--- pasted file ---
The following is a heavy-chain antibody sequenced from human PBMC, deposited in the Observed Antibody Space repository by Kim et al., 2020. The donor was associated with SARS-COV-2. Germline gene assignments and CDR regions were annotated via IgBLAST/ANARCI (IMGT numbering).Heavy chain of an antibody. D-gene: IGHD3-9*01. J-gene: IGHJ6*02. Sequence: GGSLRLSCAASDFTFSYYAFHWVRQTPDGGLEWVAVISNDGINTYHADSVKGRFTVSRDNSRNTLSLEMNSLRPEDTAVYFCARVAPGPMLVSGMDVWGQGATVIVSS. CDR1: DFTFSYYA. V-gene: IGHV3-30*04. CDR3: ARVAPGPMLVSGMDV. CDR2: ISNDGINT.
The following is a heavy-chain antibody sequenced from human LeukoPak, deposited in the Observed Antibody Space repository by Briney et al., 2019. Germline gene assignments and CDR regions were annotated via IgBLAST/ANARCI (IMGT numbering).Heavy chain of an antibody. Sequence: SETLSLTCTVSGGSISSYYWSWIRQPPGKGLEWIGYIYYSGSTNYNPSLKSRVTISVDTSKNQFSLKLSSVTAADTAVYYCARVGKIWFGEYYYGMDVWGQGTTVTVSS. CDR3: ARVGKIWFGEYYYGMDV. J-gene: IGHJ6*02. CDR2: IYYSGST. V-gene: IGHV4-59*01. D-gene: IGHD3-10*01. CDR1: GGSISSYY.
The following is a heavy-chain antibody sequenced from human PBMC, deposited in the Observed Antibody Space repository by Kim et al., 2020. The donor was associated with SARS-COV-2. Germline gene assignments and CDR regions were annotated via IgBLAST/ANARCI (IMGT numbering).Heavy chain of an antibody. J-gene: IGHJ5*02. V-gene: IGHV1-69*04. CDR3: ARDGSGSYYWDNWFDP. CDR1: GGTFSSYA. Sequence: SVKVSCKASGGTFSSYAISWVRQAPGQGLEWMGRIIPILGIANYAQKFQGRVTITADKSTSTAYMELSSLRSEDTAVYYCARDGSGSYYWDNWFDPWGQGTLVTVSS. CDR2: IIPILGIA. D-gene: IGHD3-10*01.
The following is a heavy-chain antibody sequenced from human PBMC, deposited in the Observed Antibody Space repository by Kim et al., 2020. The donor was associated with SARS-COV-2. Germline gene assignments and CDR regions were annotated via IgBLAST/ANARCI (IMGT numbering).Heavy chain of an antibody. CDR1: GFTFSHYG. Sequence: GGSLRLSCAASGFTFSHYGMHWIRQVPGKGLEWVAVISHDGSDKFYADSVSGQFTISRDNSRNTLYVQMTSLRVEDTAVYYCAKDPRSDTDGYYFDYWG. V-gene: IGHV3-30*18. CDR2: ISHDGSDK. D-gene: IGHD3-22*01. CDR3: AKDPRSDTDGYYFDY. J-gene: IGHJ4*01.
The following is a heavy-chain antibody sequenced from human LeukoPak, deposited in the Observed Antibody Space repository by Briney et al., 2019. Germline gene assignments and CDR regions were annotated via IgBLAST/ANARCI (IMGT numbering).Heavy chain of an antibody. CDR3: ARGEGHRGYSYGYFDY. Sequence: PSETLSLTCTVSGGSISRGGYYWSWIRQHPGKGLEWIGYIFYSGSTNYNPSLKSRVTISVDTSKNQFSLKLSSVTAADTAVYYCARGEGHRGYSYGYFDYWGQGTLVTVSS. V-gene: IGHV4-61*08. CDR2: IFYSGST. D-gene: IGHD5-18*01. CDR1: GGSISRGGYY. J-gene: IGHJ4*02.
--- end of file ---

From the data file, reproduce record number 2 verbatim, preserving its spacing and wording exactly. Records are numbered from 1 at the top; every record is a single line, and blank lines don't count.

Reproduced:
The following is a heavy-chain antibody sequenced from human LeukoPak, deposited in the Observed Antibody Space repository by Briney et al., 2019. Germline gene assignments and CDR regions were annotated via IgBLAST/ANARCI (IMGT numbering).Heavy chain of an antibody. Sequence: SETLSLTCTVSGGSISSYYWSWIRQPPGKGLEWIGYIYYSGSTNYNPSLKSRVTISVDTSKNQFSLKLSSVTAADTAVYYCARVGKIWFGEYYYGMDVWGQGTTVTVSS. CDR3: ARVGKIWFGEYYYGMDV. J-gene: IGHJ6*02. CDR2: IYYSGST. V-gene: IGHV4-59*01. D-gene: IGHD3-10*01. CDR1: GGSISSYY.